Beyond the EMR: 3 Questions You Need to Ask to Hire a Safe Builder

By Amye Carle, Director of Risk Management

Imagine getting behind the wheel to take a driving test before getting your license. Your instructor is watching closely to make sure you do everything on their checklist. Turn signal before turning? Check. Come to a complete stop at a stop sign? Check. The instructor is going to assess your safe driving skills based on your ability to take every precaution to eliminate hazards while driving. Now imagine if instead, they graded you based solely on the number of accidents you got in while driving. That doesn’t really seem like an effective way to determine how safe a driver is, does it?

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May Safety Awareness: Respiratory Hazards on the Jobsite

By Rob Wylie, Assistant Director of Safety

May is Safety Month, and as a follow up to Safety Week and our last blog post, we wanted to share some information about respirable hazards. Construction workers may potentially be exposed to respirable hazards on the job site – silica, asbestos, or others like isocyanates. Respirable hazards can pose a multitude of health issues when inhaled, varying from airway irritation to severe cancers. Learn More May Safety Awareness: Respiratory Hazards on the Jobsite

Safety Week 2018: Eliminate the Hazards

By Bart Wilder, Vice President Safety

Every May, we take part in Safety Week — a chance for contractors around the world to come together to celebrate our ongoing dedication to eliminate injury from job sites. Each year, we develop a company-specific theme for the week to highlight an idea or a practice that helps us work safer. Because our safety culture is focused around the idea of eliminating the hazards, we decided to make our theme this year simply, “Eliminate the Hazards,” which we believe is the most important safety message we can promote. Learn More Safety Week 2018: Eliminate the Hazards

Preparing Construction Sites for Extreme Weather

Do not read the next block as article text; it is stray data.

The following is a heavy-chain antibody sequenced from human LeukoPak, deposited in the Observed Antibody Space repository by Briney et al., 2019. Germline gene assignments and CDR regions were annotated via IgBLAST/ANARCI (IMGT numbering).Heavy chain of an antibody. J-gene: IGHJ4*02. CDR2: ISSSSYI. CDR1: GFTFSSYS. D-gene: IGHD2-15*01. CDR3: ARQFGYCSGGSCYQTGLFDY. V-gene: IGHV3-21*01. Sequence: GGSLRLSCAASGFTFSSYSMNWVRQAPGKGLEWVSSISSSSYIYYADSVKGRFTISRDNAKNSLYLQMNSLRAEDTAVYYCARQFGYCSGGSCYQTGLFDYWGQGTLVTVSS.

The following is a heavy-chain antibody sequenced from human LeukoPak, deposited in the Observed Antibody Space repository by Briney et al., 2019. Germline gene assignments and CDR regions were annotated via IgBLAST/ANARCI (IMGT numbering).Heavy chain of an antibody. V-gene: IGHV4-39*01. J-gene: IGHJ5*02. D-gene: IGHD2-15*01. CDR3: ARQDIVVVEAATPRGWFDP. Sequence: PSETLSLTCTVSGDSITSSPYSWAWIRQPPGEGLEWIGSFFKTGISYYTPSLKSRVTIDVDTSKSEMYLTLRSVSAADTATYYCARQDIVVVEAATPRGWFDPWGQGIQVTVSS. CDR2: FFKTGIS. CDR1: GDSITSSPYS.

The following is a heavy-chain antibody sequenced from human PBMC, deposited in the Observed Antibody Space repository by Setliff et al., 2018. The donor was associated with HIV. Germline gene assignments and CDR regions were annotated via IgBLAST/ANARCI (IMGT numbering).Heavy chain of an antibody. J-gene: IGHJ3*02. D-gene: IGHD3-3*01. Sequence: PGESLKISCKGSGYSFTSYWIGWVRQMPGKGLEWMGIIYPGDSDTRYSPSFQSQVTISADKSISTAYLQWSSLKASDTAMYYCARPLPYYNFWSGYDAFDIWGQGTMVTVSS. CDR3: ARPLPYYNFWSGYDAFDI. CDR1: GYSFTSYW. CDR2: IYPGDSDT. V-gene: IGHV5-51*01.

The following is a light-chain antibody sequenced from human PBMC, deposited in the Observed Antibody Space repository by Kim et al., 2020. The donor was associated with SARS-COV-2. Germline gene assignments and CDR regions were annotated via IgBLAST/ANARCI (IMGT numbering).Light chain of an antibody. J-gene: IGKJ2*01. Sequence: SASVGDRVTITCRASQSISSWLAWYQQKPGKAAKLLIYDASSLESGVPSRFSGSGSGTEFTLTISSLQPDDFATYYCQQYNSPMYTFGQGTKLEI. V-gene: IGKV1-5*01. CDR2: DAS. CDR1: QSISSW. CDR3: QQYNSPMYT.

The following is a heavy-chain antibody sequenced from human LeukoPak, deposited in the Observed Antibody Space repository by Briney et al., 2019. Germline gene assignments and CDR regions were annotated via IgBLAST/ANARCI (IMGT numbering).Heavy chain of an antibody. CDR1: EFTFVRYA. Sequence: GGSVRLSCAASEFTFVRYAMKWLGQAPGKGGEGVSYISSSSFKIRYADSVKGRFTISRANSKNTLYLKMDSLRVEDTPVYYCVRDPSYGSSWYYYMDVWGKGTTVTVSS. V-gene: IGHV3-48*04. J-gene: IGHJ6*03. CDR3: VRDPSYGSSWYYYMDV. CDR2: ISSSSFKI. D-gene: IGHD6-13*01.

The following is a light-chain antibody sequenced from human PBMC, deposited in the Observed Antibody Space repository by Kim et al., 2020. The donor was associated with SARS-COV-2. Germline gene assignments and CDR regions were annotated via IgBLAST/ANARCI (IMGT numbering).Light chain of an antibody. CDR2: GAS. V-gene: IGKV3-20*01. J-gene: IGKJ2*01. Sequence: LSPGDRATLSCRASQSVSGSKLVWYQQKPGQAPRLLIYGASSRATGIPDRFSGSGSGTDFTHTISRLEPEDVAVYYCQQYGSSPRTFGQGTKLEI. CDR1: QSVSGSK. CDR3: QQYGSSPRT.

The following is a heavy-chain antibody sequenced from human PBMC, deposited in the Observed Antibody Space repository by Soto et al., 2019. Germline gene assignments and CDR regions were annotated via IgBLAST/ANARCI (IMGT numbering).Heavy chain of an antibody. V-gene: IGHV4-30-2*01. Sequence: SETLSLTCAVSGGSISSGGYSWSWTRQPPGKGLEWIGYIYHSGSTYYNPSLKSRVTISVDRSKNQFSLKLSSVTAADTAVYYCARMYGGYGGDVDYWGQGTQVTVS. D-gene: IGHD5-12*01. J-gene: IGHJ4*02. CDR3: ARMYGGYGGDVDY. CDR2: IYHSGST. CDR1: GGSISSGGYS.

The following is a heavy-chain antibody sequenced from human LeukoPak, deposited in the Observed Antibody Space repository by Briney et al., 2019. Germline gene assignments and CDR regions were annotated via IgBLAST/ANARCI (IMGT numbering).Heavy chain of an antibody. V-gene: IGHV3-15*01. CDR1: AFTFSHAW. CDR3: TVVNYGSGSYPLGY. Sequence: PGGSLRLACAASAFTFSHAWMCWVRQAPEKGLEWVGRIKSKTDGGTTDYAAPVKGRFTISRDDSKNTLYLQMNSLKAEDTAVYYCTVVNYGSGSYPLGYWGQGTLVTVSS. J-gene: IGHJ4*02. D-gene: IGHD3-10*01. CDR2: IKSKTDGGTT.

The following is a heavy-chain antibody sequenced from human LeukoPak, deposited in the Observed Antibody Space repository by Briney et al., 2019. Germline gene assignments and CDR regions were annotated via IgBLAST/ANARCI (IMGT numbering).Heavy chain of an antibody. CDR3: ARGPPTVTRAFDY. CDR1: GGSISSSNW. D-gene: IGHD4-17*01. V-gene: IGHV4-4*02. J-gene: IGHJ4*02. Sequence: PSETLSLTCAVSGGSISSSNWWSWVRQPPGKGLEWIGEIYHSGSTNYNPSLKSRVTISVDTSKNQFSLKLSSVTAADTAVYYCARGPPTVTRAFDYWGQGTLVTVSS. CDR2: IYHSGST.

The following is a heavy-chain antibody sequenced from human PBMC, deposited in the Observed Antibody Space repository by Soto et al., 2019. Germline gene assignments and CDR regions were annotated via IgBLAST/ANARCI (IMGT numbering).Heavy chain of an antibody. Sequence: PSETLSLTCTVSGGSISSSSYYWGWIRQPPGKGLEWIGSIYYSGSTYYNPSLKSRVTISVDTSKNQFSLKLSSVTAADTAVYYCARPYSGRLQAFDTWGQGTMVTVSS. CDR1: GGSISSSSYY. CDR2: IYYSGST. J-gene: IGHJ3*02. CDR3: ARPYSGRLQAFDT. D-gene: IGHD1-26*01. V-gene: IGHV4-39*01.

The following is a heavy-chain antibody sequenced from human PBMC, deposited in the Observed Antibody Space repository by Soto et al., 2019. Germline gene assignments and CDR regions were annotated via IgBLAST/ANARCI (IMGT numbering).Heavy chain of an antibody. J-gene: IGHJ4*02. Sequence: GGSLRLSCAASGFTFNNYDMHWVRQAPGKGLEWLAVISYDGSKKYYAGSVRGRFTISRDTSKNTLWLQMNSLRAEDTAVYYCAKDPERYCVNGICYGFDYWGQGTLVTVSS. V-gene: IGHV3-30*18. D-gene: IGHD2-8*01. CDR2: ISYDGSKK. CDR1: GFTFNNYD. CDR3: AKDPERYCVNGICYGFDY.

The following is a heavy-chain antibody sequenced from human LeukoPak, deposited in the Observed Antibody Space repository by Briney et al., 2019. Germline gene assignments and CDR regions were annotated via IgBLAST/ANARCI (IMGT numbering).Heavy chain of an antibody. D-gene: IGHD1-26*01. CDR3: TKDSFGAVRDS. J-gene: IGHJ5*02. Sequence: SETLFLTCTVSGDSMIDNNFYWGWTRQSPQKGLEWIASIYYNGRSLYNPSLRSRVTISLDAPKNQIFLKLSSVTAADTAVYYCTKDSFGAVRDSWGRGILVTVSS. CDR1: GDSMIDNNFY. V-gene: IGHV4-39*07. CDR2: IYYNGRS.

By Hoar Construction’s Safety Team

Working in the Southeast requires that we be ready for extreme weather, especially during the fall months when the Atlantic hurricane season hits full force. This year has been no exception. With three named hurricanes – Harvey, Irma, and Nate – hitting the U.S. mainland, we had our share of making sure our sites and offices were ready. Learn More Preparing Construction Sites for Extreme Weather

Hurricane Season: Ways to be Prepared for Fall Storms

By Hoar Construction

Tropical Storm Emily, which soaked the West Coast of Florida Monday, was a reminder we’re heading into peak hurricane season in the Atlantic. While hurricane season runs June 1 through Nov. 30, we generally see the most activity August through October. This is also the time when many of our project teams start watching the weather more closely. Learn More Hurricane Season: Ways to be Prepared for Fall Storms

Improving Safety Meetings with the 90% Rule

By Michael Barnes

The relentless pursuit of improvement is a core value and a priority for our entire company. Our field teams, management teams, accounting, and IT departments are all committed to finding new ways to work more efficiently, reduce waste, improve quality – any opportunity to do our jobs better. This dedication to improvement is extremely important when it comes to the safety of our employees.

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Severe Weather Safety

By Michael Barnes

We’ve been talking a lot about safety over the past month. As a company, we work very hard to create a culture of safety. One of the ways we’ve been focusing on that is by having a safety moment at every meeting we have. Those safety moments often focus on our actual construction work at a jobsite, but they also include topics that cross our worlds, like ladder safety, applicable to our home life and even our office life!

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Five Common Precursors to an Accident

By Rob Wylie, Assistant Safety Director

This month, Hoar devoted a week to focus on safety and find ways to work smarter and eliminate hazards. I want to challenge everyone to continue to look for ways to eliminate hazards, every day. One way to do that, is to be aware of the five most common precursors to an accident. If we spot one of these red flags, we need to stop, treat it like a violation or a hazard, and take the extra time to be certain we prevent an accident or incident.

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